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In this week's blog, Curator of the Jerwood Collection, Lara Wardle, speaks with the Chairman of Jerwood, Alan Grieve, about the history of the Jerwood Painting Prize.

LW: What was the Jerwood Painting Prize and why was it established?

AG: It was introduced as an annual prize in 1994 and was, at the time, the most valuable British art prize. It was awarded by an independent panel of judges which changed each year for recognising an artist’s recent body of work rather than for a particular painting. At the time there was quite a media frenzy repeating the worn phrase that ‘painting was dead and could not stand up to conceptual and installation art or even abstraction’.  

Lone voices in the media, such as the late Brian Sewell, wanted support for painting and it seemed to us it was a perfect moment to restore painting to its historical, cultural and rightful place. Which we did.

The prize ran until 2003 with a most distinguished list of winners and shortlists of six painters. In many ways it is a roll call of the great and the good painters of the period.

LW: Who won the first prize?

AG: This was awarded to Craigie Aitchison RA against a powerful short list of Maurice Cockrill RA, John Hoyland RA, Yuko Shiraishi, Euan Uglow and John Lessore. The Prize was awarded at the Royal Academy Schools and when the then chairman of the Arts Council, Lord Gowrie, announced the winner, Craigie Aitchison was nowhere to be found. Urgent messengers were sent to the local pubs and Craigie, once found, was duly summoned to be the winner.

I hold a wonderful exchange of letters with Craigie in the ensuing years saying how delighted he was that the winning painting was being loaned to King’s College Chapel in Cambridge and later to Hereford Cathedral. His Crucifixion painting, now in the Jerwood Collection, was widely acclaimed.

LW: There were some major art world names involved in the Jerwood Painting Prize - what was their involvement?

AG: Judges such as Sir Peter Wakefield (Chairman of the former National Art Collections, now The Art Fund) and Hilton Kramer (Arts Editor, The New York Times) gave the panel of judges considerable gravitas. The list of artists on the 1994 shortlist and on those between 1995 and 2003 is a most distinguished one. One of my pleasurable rewards being connected with the Jerwood Painting Prize was to meet so many artists who have now achieved national and international fame.

In recent years we have also reinforced our relationships following the Jerwood Painting Prize at Jerwood Gallery in Hastings, with exhibitions of artists, either winners or shortlisted, including Gary Hume RA, Basil Beattie RA and Rose Wylie RA. Many of the shortlisted artists are no longer with us, such as Craigie Aitchison RA, Maurice Cockrill RA, Euan Uglow, Patrick Caulfield RA and Karl Weschke.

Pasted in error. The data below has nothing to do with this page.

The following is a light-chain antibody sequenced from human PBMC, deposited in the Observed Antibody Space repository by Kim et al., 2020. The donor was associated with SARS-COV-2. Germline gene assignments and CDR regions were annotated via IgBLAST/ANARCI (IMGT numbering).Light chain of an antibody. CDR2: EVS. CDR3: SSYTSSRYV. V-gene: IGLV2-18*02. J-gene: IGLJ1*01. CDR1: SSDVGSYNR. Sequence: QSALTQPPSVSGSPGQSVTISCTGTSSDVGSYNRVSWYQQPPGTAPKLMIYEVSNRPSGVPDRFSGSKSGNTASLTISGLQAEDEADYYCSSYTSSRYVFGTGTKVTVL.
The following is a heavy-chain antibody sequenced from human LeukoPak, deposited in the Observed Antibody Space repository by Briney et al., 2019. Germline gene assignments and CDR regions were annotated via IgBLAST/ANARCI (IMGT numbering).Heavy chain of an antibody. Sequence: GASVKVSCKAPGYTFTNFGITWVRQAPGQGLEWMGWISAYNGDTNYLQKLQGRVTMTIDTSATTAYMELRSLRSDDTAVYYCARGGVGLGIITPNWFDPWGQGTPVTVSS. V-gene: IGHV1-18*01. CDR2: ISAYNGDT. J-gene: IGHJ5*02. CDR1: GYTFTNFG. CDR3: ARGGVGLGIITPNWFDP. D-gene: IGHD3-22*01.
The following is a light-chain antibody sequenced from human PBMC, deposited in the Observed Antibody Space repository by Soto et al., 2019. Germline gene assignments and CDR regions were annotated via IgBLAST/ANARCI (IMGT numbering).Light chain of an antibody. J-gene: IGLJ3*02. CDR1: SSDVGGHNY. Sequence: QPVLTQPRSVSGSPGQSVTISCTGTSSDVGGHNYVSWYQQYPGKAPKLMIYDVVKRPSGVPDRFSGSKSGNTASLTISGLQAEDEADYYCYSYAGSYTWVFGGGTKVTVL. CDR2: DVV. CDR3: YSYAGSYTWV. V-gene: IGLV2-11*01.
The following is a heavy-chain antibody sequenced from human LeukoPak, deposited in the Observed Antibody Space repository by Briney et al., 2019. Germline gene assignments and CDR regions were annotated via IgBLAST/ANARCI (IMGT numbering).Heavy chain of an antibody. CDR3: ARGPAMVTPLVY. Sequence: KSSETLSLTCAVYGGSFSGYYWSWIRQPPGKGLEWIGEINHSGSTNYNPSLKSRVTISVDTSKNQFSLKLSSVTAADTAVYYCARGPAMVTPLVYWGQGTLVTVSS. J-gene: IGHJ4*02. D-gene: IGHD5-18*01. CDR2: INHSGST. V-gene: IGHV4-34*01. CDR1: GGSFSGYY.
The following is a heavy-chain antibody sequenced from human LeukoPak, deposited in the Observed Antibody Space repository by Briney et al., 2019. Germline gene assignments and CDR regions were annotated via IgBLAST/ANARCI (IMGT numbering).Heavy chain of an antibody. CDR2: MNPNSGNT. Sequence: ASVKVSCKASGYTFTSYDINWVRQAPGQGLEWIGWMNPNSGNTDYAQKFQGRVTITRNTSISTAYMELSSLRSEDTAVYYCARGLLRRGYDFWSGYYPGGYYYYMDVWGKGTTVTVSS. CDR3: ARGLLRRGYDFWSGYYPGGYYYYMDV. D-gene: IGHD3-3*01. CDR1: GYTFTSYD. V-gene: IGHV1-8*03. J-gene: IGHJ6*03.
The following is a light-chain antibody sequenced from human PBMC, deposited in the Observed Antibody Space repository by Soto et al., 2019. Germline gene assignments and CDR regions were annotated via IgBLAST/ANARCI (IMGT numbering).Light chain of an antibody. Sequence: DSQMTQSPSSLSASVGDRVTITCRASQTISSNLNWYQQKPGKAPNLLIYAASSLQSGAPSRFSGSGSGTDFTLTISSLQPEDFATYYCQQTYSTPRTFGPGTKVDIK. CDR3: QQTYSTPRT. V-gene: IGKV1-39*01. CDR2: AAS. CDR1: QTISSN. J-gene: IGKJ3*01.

One last pleasure was to award the prize to Prunella Clough in the year of her death and so she was recognised in every sense at such an important moment. We are proud to have two of her works in the Jerwood Collection.

LW: How did the Jerwood Painting Prize affect the Jerwood Collection?

AG: It was originally conceived as a purchase prize and works were acquired later for the Jerwood Collection. After 1994 the Jerwood Foundation continued with its 20th Century collection of British art and moved into the 21st century to represent those shortlisted for the prize.

It is totally satisfying that the current exhibition in the Foreshore Gallery Jerwood Collection: Revisiting the Jerwood Painting Prize (until 3 January 2016) is a display of these works alongside important loans which are not currently represented in the collection such as Stephen Buckley, John Hubbard, Gary Hume RA and Chris Ofili.

LW: Are there any artists you would have liked to see win the Jerwood Painting Prize?

I would like to have seen Maggi Hambling win, Leon Kossoff on the shortlist or in the winners’ enclosure, and I just wish that Euan Uglow had appeared again after 1994 and won the prize. I have always felt very great admiration for his work and his approach to painting.

LW: If you had to choose one of the winners of the prize between 1994 and 2003 who would it be?

AG: A hard question. I think I would vote for one of the younger painters, Katie Pratt, who won in 2001. She seems to me to show the viewer deeper meanings than just her dazzling use of colour, and you can find images you don’t first see when you have looked long and hard.

Jerwood Collection: Revisiting the Jerwood Painting Prize is on display in the Foreshore Gallery until 3 January 2016.

Image copyright Mike Fear
13 November, 2015
Written by Lara Wardle